What is your scientific background?
I studied undergraduate Bachelor of Science at The University of Queensland in Brisbane, Australia. I intended to study for Medicine graduate entry all throughout high school but when I got to university the amazing lecturers and professors in virology and microbiology inspired me that infectious disease research was where my heart really wanted to be! So I never applied for Medicine and instead I went on to do Honours and my Ph.D. in microbiology also at The University of Queensland. I was very fortunate to do a Postdoctoral Research Position overseas on infectious diseases at The University of York in the UK. It was an amazing experience to work overseas and in beautiful Yorkshire. I came back to Australia to various research positions and fellowships at the Queensland University of Technology before becoming a Faculty member there. In 2015 I took up a very exciting opportunity at the University of Technology Sydney where I get to continue my research on Chlamydia and also get to continue to develop fun learning activities.
Why did you choose to become a scientist?
I was so excited by trying to understand how tiny infectious diseases do what they do so well and how important they are for human health. This interest in understanding how they work still drives me every day to go to work. There are lots of other great things about being a scientist, we get to interact a lot internationally to share our knowledge and solve problems and I love to travel so this is lucky!
I also love to see that moment in lab or class when a student gets a new concept or gets a new skill. I think it is exciting to think of all the careers and places the students I have taught and the members of my research team have ahead of them. I think these are both reasons why I love being a scientist.
During your career, have you been specifically mentored or supported by someone?
I have been very lucky to have many mentors over the years who have impacted on my career. My advisors and supervisors and mentors in my work places have always been a huge help. Especially Professor Peter Timms, now at the University of Sunshine Coast, who tries to foster people to find their own strengths and use those to make their best career path. I have also been lucky to be in a formal mentoring relationship with Professor Jenny Martin (GRIDD, Griffith University) where we have talked about careers and the challenges especially for Women in STEMM over the years. Mentoring and even long distance mentoring (following someone’s career from afar) has made a huge difference to my career decisions (both big and small things). Mentors that are on the same wavelength can also be great fun, you can share things that are hard to share anywhere else, including the silly mistakes as well as the tough moments!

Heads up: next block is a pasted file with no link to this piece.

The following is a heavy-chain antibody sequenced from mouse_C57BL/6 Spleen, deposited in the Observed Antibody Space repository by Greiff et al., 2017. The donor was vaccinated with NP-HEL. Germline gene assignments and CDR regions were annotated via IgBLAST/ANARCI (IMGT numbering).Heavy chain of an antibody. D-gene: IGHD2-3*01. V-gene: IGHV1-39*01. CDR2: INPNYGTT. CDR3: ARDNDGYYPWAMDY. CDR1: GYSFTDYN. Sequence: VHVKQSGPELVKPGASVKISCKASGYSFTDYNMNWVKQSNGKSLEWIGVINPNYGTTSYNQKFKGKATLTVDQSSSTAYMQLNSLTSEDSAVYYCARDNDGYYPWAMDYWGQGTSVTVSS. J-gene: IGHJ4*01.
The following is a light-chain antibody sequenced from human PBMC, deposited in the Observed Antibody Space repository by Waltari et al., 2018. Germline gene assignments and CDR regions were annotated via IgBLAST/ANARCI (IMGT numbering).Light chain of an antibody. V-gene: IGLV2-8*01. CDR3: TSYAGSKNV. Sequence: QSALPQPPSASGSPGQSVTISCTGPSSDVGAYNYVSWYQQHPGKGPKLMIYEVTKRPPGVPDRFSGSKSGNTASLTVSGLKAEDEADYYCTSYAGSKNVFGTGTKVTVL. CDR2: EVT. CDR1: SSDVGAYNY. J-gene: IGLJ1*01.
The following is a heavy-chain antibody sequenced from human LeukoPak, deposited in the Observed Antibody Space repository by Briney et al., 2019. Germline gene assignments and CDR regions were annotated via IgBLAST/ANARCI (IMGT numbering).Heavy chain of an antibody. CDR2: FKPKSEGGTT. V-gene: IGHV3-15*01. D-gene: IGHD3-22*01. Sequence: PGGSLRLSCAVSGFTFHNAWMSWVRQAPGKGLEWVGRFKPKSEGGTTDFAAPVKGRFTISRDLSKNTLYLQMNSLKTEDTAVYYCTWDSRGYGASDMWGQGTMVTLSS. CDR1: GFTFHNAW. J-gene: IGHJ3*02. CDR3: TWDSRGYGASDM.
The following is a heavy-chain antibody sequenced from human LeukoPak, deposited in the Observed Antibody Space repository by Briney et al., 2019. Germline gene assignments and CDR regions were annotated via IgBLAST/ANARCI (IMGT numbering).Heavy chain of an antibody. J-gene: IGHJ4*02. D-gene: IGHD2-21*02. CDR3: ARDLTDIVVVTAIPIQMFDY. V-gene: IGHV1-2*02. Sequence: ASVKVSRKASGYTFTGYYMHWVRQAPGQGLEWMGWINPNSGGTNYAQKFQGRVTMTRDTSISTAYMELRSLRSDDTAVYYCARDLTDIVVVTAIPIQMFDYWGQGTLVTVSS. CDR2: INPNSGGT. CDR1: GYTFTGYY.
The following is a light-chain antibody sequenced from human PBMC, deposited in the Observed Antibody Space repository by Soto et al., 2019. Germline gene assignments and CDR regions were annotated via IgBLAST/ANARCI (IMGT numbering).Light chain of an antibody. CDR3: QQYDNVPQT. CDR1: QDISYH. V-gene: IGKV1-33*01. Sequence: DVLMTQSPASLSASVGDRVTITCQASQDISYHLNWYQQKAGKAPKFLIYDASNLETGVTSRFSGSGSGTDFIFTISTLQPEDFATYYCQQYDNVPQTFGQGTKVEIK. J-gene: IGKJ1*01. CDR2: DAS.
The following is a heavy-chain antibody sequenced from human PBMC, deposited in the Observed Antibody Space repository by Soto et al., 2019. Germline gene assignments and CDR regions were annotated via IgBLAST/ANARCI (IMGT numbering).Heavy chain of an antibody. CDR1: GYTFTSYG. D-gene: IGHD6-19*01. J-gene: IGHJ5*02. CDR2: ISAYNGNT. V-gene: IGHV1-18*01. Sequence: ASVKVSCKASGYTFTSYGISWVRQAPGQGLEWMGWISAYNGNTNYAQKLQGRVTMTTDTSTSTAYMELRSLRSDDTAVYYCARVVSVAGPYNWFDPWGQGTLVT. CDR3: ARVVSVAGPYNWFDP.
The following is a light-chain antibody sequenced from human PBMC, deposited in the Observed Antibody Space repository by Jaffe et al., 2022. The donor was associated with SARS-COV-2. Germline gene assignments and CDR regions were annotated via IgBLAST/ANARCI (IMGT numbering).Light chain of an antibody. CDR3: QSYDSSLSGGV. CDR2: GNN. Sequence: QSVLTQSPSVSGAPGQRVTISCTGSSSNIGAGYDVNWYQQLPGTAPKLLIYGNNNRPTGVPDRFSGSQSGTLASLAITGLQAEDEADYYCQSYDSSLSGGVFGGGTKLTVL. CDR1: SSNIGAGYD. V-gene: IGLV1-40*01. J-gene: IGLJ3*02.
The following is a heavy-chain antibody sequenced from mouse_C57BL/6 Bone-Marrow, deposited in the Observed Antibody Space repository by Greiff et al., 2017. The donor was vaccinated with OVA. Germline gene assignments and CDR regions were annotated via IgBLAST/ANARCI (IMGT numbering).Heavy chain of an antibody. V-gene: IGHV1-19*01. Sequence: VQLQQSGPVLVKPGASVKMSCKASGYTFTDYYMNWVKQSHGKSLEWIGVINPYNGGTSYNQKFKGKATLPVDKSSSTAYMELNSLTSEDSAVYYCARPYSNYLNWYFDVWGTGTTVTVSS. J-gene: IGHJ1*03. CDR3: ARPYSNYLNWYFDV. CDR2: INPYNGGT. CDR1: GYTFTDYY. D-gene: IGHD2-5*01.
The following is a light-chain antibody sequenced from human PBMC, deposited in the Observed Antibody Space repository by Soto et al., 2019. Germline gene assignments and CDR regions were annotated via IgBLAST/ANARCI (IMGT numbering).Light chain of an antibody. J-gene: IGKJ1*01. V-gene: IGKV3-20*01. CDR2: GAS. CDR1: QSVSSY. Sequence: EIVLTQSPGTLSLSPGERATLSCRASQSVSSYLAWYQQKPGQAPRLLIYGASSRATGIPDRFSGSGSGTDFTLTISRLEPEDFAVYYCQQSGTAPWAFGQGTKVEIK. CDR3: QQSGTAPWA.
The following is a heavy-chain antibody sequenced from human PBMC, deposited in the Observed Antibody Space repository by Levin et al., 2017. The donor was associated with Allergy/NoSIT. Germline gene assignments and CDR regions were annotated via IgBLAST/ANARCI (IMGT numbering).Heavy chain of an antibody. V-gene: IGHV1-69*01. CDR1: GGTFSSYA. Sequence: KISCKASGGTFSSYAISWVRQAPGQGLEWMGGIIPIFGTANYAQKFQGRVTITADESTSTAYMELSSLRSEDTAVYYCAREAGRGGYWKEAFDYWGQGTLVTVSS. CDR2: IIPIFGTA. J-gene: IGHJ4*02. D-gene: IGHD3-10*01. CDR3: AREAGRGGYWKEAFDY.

Is it hard to manage both career and private life? How do you manage both?
It is challenging in a busy career that does involve travel. However, there are lots of jobs that involve busy work hours and travel. The good thing about my job is now that I am no longer in the lab a lot of what I can do can be done on my laptop anywhere and I take advantage of this whenever I can. My Husband and extended family work together with me to ensure our family operates well even when I am traveling or busy. Our kids are definitely getting raised by a village and I am very lucky that my support network is available and willing to help out with our family life. I actually believe that this mix of care (in addition to day care) is a really great experience for our kids as they have lots of love around them and lots of different experiences. So yes, it is busy but fun and dynamic and I work really hard to be honest with myself that I am being a great role model for my kids and they benefit from their life.
In your opinion, which changes, if any, are needed in the scientific system to be more attractive to female scientists and possible future scientists?
There are a lot of things that need to change. Science is fun, exciting and dynamic, ideally suited to a broad range of people from different backgrounds and so we need to make sure that our funding systems, rewards systems become more broadly inclusive. I think we will have even more exciting advances and breakthroughs if we can embrace a broader science community, especially women and minority groups. Funding, awards, and fellowships all need to have minimum quotas for women and minorities I think as we have tried to make changes and it just isn’t happening fast enough! So quotas are the way to go I think!
You can find Willa on Twitter and Instagram as @willaonthego, and contact her via email: Wilhelmina.Huston@uts.edu.au!